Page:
Nope, sorry, that's not what I have in mind. My yearnings for a summer of reading started by being in the library in the summertime and observing seasonal people (those who have cabins or second homes in our area and spend part or the majority of the summer here) checking out big stacks of books. Adults, teens and kids leaving with book bags and armloads of novels, biographies, history books of the area, bird identification books, wildflower books, big, interesting picture books . . . I could just imagine them back in their summer abodes, or sitting on their tranquil docks jutting out into the water, taking advantage of vacation days and weeks devouring tome after tome. Reading, reading, reading as much as they wanted. (Jealousy took root in my heart.)
Yeah, that's what I want to be free to do. I never have enough time for reading. Just about the only time I do read is if I can get in bed early enough at night to have a half hour or so to lose myself in a book before the sandman hits me with something heavy. So to face the prospect of giving myself the whole summer to read? Maybe it's the feeling I had as a child in the summer with no responsibilities. My idea of heaven on earth.
Of course, this means I would have to forego putting in a garden that summer. (WHAT?! I can see my incredulous family and friends looking at me in disbelief. Mama Pea NOT put in a garden??) Truth to tell (and please don't publish this in the paper yet), I have been thinking seriously of letting the soil lie fallow next year. Yup, cover it with compost, mulch, grass clippings, till it in a couple of times, put back nutrients without taking anything out. Let it rest, replenish, gain fertility.
Okay, so I would still have to plant out one garden bed in lettuce for our fresh salads, one in spinach because we both crave that dark, green, vitamin and mineral-filled stuff, one of radishes because I'm addicted to them (I know, not what would turn the average person on, but they're cheap and harmless), and one bed of scallions. But that's only four beds as opposed to the 27 I normally plant out. Nothing in the field garden, nothing in the pumpkin/squash patch. Nada. Zilch. Zero. Emp-ty.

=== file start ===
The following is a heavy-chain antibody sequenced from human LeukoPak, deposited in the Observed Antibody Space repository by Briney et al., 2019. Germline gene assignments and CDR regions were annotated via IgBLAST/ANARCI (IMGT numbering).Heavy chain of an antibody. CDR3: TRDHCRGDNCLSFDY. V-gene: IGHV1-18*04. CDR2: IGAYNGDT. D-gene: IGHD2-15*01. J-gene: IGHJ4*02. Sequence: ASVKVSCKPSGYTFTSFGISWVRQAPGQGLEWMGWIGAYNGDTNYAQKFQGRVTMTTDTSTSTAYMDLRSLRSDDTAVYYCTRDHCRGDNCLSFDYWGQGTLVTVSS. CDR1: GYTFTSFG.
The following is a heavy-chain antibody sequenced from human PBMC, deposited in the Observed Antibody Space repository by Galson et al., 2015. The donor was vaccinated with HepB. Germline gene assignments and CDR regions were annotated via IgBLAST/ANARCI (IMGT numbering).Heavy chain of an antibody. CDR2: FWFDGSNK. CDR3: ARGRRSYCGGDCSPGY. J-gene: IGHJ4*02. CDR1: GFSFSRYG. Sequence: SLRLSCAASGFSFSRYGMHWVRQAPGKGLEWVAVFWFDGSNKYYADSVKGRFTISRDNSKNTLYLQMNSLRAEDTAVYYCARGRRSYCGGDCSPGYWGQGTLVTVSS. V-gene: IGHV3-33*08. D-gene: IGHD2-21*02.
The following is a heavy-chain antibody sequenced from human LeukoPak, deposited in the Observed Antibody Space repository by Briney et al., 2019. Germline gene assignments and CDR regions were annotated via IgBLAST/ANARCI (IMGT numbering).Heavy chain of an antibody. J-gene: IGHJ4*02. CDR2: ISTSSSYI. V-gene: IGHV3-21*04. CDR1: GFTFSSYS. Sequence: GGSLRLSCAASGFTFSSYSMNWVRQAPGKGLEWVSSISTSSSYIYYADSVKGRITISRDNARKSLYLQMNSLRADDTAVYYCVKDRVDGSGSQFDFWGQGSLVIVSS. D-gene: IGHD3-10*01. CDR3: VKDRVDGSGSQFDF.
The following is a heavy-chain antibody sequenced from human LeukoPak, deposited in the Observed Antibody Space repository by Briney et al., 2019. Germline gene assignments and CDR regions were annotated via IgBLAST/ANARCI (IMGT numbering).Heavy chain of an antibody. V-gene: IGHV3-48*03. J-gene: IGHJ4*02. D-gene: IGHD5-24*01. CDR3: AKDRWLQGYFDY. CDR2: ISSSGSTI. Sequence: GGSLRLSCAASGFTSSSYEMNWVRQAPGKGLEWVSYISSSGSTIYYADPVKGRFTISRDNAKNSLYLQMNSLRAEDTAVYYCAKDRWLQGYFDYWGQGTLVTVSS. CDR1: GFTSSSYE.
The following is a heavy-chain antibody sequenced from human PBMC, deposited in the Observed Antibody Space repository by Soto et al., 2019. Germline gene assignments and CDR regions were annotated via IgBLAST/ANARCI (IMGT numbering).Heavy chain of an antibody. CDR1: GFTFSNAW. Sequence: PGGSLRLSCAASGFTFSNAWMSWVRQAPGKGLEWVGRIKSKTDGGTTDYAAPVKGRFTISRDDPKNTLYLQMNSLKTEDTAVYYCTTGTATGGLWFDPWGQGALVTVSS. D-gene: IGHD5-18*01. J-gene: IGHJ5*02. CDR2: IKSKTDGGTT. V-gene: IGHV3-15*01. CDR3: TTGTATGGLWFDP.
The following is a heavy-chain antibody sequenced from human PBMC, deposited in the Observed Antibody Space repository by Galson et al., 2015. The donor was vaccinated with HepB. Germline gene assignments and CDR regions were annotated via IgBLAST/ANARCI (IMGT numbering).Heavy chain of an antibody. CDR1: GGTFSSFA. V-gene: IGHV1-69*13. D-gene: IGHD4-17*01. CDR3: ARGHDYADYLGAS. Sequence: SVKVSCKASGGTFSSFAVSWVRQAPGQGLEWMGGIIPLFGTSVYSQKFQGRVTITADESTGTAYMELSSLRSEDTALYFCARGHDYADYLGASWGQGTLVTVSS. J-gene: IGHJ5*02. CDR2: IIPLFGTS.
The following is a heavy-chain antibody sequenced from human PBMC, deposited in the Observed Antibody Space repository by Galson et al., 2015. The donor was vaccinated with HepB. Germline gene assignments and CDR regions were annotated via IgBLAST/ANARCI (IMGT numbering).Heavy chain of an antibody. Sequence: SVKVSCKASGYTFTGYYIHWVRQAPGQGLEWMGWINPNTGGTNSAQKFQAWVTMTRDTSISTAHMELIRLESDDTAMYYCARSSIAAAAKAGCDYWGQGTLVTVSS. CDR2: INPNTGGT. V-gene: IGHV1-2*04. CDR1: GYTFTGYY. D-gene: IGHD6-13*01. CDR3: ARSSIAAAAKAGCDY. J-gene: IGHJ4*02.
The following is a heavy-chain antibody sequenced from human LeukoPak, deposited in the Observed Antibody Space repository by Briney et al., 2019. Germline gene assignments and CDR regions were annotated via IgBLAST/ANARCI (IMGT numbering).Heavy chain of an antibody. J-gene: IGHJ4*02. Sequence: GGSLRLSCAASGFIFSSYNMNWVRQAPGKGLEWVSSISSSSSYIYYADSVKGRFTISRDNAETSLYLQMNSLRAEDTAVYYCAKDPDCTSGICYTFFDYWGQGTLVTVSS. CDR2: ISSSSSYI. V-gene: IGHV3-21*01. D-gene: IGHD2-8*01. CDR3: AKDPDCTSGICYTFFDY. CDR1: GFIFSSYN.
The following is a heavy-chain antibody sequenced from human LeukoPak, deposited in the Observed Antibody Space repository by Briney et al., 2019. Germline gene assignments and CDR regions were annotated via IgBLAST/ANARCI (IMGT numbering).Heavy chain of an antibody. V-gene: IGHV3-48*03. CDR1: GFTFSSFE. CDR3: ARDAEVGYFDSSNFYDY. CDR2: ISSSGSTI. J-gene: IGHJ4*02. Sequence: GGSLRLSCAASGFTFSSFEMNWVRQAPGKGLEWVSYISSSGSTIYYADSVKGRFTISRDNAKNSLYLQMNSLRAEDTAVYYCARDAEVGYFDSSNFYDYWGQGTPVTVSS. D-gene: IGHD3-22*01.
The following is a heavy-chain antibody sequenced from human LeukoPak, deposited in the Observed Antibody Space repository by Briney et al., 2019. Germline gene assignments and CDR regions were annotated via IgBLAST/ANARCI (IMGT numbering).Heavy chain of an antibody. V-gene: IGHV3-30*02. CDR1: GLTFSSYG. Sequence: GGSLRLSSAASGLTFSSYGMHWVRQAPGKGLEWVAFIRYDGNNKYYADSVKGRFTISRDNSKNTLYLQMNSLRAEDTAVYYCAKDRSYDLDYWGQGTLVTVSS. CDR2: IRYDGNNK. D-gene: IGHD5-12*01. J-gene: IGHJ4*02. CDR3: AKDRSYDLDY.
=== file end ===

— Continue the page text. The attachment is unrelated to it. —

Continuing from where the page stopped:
I'd still have the raspberries, blueberries, strawberries, flower borders around the deck and window boxes to take care of. Granted I would have enough outside work to tend to, but that would be minimalistic compared to my usual workload in the summer time. For me, gardening is a huge time-consumer (although I truly love it) and something that takes most of my energy and work hours. I wouldn't (be able to) forsake my inside duties, of course. That's a given.
Oh, oh, oh! I'm really thinking about it now. Hours spent in the hammock reading, the hours right after dawn on the deck with a book and my morning latte, afternoons by the lake with a novel and thermos of iced tea, late nights reading on the couch with the doors and windows open and a cooling breeze wafting through the house. If I hadn't been in the garden all day, maybe I could even stay awake long enough and late enough to finish several chapters at a crack . . . or even the whole book!
Would I get my fill of reading in a summer's time? How long would it take for me to feel satiated and/or wear out my reading glasses? Would my butt give out from sitting on it so many hours a day? What an interesting experiment it would be. My